The unrest and looting (if that’s all it was) that plagued South Africa last year wreaked havoc with the country’s supply chains, with warehouses and distribution hubs destroyed and the N3 highway and Durban port affected.
These catastrophic events focus everybody’s attention on a topic that has been simmering for quite a while, which is how we build resilience into supply chains that have become long and complex over the years in response to globalisation. Complex, highly-engineered supply chains make it possible for companies to access expertise and cost efficiencies wherever they exist but, at the same time, expose them to a complex set of new risks.
The Japanese tsunami in 2011, which disrupted the Apple supply chain because certain key components could not be delivered on time, was an early indicator that the brave new world of global connectedness had a downside. Other similar disruptions have regularly occurred, with the most recent being the shortage of semiconductors owing to Coved-19 pandemic-induced slowdowns in Taiwan, which produces over half of these vital components.
Most recently, 15 million Johnson & Johnson vaccines were found to have been contaminated at a third-party plant that was also producing the AstraZeneca vaccine. As a result, Johnson took over the supplier factory to ensure standards were met. In a similar vein, the UK government deliberately ensured that as much of the Oxford AstraZeneca supply chain was located in the United Kingdom as possible, perhaps because of the difficulties experienced in accessing sufficient personal protective equipment, most of which was supplied from outside the country.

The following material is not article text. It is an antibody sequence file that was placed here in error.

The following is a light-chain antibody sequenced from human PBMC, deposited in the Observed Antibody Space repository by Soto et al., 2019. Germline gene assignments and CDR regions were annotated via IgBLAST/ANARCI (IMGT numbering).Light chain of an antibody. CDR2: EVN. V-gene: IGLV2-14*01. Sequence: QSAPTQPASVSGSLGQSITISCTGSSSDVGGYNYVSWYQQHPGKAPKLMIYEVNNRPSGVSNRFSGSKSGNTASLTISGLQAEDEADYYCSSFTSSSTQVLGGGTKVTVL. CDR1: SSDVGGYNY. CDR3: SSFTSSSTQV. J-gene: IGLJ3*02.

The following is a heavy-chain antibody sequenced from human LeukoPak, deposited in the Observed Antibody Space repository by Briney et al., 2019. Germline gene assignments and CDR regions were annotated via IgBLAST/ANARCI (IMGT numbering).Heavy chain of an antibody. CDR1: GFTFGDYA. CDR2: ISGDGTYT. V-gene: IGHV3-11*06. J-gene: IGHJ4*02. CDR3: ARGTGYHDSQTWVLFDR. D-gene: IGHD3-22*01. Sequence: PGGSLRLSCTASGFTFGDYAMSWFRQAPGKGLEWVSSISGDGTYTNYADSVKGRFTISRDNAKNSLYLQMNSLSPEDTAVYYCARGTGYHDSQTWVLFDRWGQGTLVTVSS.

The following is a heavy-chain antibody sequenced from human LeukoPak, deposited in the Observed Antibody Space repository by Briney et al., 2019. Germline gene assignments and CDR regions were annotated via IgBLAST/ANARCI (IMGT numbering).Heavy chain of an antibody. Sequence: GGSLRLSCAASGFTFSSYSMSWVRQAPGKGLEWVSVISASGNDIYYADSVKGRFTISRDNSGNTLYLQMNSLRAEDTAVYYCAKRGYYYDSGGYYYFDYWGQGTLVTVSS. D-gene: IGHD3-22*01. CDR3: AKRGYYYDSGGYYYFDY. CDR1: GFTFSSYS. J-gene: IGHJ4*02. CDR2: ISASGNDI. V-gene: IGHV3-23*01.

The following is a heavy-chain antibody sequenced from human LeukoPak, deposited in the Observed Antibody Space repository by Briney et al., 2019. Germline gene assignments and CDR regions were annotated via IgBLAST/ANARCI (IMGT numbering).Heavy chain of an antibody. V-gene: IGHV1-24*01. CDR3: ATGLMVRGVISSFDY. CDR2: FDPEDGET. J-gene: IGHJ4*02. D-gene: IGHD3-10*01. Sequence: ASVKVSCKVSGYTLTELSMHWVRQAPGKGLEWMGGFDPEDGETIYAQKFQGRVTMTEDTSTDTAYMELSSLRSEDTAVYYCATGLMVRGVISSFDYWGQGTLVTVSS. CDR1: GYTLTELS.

“At the peak of the crisis, national borders trumped markets,” noted James Forsyth in The Spectator.1
Professor Justin Barnes, executive director, Toyota Wessels Institute for Manufacturing Studies (TWIMS), says that there is no doubt that supply chains will be rethought in light of these events. Still, he is adamant that to think of supply chains in an either/or way, vertically integrated or not, does not make sense.
TWIMS is a non-profit specialist teaching institution that offers the GIBS PGDip and MBA
(manufacturing specialisation), with both courses taught on an extended block release programme by GIBS faculty.
“Companies look at what gives them a competitive advantage – it’s not about choosing a certain model but rather what makes sense to a specific business at a specific time,” he says. “The post-Covid-19 environment will be one of heightened risk, and new models are certain to emerge. I think there will be a general reweighting to incorporate more strategic, sustainability-focused thinking, and to factor in non-financial transactional factors.”
Recent events have driven home the message that supply chains are far from simple and create often-unanticipated vulnerabilities. As a result, he thinks that supply chains will be receiving more serious attention in the future, with a focus on risk.
Barnes says there are, broadly speaking, three main types of supply chains, namely relational, captive and modular. Modular supply chains occur when standard components are in play (such as a sound card, for example) that can be easily substituted. Captives are when a dominant company procures from smaller suppliers, who have little or no negotiating power.
Relational supply chains are much more sophisticated and are essentially ecosystems clustered around one primary firm. This lead firm sustains long-term relationships with its vendors, and they eventually start to strategise together and frequently adopt the same IT platforms to enable more seamless collaboration. These vendors invest in achieving the standards that the lead firm requires, and they are not easily substituted.